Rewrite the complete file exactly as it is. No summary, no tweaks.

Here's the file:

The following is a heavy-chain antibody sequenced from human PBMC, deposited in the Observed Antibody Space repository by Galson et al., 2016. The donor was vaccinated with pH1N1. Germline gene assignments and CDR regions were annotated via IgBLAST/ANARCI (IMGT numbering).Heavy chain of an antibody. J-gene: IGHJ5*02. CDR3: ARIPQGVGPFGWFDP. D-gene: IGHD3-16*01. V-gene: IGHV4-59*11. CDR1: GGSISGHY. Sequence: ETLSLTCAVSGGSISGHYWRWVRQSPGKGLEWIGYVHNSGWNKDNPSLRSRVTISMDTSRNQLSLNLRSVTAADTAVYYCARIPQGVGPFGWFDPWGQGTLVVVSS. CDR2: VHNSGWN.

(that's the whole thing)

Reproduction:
The following is a heavy-chain antibody sequenced from human PBMC, deposited in the Observed Antibody Space repository by Galson et al., 2016. The donor was vaccinated with pH1N1. Germline gene assignments and CDR regions were annotated via IgBLAST/ANARCI (IMGT numbering).Heavy chain of an antibody. J-gene: IGHJ5*02. CDR3: ARIPQGVGPFGWFDP. D-gene: IGHD3-16*01. V-gene: IGHV4-59*11. CDR1: GGSISGHY. Sequence: ETLSLTCAVSGGSISGHYWRWVRQSPGKGLEWIGYVHNSGWNKDNPSLRSRVTISMDTSRNQLSLNLRSVTAADTAVYYCARIPQGVGPFGWFDPWGQGTLVVVSS. CDR2: VHNSGWN.